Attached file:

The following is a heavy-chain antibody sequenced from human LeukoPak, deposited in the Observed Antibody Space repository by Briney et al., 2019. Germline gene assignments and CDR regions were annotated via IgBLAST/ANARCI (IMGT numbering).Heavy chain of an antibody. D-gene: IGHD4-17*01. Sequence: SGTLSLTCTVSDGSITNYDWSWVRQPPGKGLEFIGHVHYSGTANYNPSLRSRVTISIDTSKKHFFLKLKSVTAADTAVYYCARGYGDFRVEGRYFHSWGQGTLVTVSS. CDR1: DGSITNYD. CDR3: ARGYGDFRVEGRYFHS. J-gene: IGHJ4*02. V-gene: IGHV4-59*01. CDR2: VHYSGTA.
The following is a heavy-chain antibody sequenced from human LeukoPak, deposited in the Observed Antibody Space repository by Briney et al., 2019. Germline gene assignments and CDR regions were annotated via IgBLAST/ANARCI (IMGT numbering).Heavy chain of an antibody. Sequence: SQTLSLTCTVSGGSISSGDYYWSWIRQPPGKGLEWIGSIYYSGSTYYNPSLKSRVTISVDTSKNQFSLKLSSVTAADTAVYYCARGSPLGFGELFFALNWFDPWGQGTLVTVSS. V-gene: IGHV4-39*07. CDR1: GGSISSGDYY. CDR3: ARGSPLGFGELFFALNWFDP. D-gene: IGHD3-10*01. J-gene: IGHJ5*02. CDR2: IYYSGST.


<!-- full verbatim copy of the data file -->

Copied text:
The following is a heavy-chain antibody sequenced from human LeukoPak, deposited in the Observed Antibody Space repository by Briney et al., 2019. Germline gene assignments and CDR regions were annotated via IgBLAST/ANARCI (IMGT numbering).Heavy chain of an antibody. D-gene: IGHD4-17*01. Sequence: SGTLSLTCTVSDGSITNYDWSWVRQPPGKGLEFIGHVHYSGTANYNPSLRSRVTISIDTSKKHFFLKLKSVTAADTAVYYCARGYGDFRVEGRYFHSWGQGTLVTVSS. CDR1: DGSITNYD. CDR3: ARGYGDFRVEGRYFHS. J-gene: IGHJ4*02. V-gene: IGHV4-59*01. CDR2: VHYSGTA.
The following is a heavy-chain antibody sequenced from human LeukoPak, deposited in the Observed Antibody Space repository by Briney et al., 2019. Germline gene assignments and CDR regions were annotated via IgBLAST/ANARCI (IMGT numbering).Heavy chain of an antibody. Sequence: SQTLSLTCTVSGGSISSGDYYWSWIRQPPGKGLEWIGSIYYSGSTYYNPSLKSRVTISVDTSKNQFSLKLSSVTAADTAVYYCARGSPLGFGELFFALNWFDPWGQGTLVTVSS. V-gene: IGHV4-39*07. CDR1: GGSISSGDYY. CDR3: ARGSPLGFGELFFALNWFDP. D-gene: IGHD3-10*01. J-gene: IGHJ5*02. CDR2: IYYSGST.